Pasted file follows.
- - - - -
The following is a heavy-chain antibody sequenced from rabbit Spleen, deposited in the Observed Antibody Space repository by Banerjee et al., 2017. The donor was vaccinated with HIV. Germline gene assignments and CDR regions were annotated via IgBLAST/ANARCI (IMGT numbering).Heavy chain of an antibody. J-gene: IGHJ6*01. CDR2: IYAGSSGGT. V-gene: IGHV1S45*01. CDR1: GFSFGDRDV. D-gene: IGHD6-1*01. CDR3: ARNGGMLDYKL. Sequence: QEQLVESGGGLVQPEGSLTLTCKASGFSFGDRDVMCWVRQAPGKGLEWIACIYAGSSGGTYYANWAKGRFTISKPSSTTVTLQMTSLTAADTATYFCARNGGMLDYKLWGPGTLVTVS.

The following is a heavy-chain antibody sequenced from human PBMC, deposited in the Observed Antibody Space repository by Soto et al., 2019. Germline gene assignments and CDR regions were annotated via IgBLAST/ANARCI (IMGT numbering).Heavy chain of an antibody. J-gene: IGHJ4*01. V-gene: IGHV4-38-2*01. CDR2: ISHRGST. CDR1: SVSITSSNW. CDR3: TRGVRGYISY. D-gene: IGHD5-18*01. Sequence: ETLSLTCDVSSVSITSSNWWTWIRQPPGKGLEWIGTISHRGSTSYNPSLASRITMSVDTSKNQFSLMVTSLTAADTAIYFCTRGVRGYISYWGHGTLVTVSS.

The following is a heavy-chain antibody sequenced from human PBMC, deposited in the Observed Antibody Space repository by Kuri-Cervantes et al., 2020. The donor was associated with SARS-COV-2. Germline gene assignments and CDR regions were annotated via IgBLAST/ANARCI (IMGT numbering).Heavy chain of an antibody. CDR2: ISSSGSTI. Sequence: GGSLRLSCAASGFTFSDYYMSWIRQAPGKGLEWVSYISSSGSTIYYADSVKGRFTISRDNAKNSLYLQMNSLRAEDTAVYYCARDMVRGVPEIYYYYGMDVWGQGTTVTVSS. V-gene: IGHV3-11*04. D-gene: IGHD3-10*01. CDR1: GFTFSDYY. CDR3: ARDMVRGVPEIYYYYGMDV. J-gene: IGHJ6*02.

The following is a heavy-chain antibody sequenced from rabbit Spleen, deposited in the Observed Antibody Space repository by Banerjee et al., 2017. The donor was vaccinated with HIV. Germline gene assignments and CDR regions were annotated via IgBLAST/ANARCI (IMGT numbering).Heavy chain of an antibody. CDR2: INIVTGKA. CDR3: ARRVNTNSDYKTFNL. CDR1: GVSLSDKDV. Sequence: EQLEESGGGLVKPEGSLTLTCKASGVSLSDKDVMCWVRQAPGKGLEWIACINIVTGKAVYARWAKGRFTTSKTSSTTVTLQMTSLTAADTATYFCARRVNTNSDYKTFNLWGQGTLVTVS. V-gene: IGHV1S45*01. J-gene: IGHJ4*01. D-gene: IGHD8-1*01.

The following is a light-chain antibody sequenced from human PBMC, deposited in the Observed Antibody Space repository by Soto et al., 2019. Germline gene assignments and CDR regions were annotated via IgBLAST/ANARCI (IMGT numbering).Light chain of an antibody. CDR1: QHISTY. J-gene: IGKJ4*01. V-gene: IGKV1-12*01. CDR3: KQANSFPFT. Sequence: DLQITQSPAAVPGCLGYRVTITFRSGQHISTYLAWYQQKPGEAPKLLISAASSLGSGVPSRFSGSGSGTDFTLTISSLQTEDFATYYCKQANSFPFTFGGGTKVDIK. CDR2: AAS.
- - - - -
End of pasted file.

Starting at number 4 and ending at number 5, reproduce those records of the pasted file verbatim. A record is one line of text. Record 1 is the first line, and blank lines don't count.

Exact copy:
The following is a heavy-chain antibody sequenced from rabbit Spleen, deposited in the Observed Antibody Space repository by Banerjee et al., 2017. The donor was vaccinated with HIV. Germline gene assignments and CDR regions were annotated via IgBLAST/ANARCI (IMGT numbering).Heavy chain of an antibody. CDR2: INIVTGKA. CDR3: ARRVNTNSDYKTFNL. CDR1: GVSLSDKDV. Sequence: EQLEESGGGLVKPEGSLTLTCKASGVSLSDKDVMCWVRQAPGKGLEWIACINIVTGKAVYARWAKGRFTTSKTSSTTVTLQMTSLTAADTATYFCARRVNTNSDYKTFNLWGQGTLVTVS. V-gene: IGHV1S45*01. J-gene: IGHJ4*01. D-gene: IGHD8-1*01.

The following is a light-chain antibody sequenced from human PBMC, deposited in the Observed Antibody Space repository by Soto et al., 2019. Germline gene assignments and CDR regions were annotated via IgBLAST/ANARCI (IMGT numbering).Light chain of an antibody. CDR1: QHISTY. J-gene: IGKJ4*01. V-gene: IGKV1-12*01. CDR3: KQANSFPFT. Sequence: DLQITQSPAAVPGCLGYRVTITFRSGQHISTYLAWYQQKPGEAPKLLISAASSLGSGVPSRFSGSGSGTDFTLTISSLQTEDFATYYCKQANSFPFTFGGGTKVDIK. CDR2: AAS.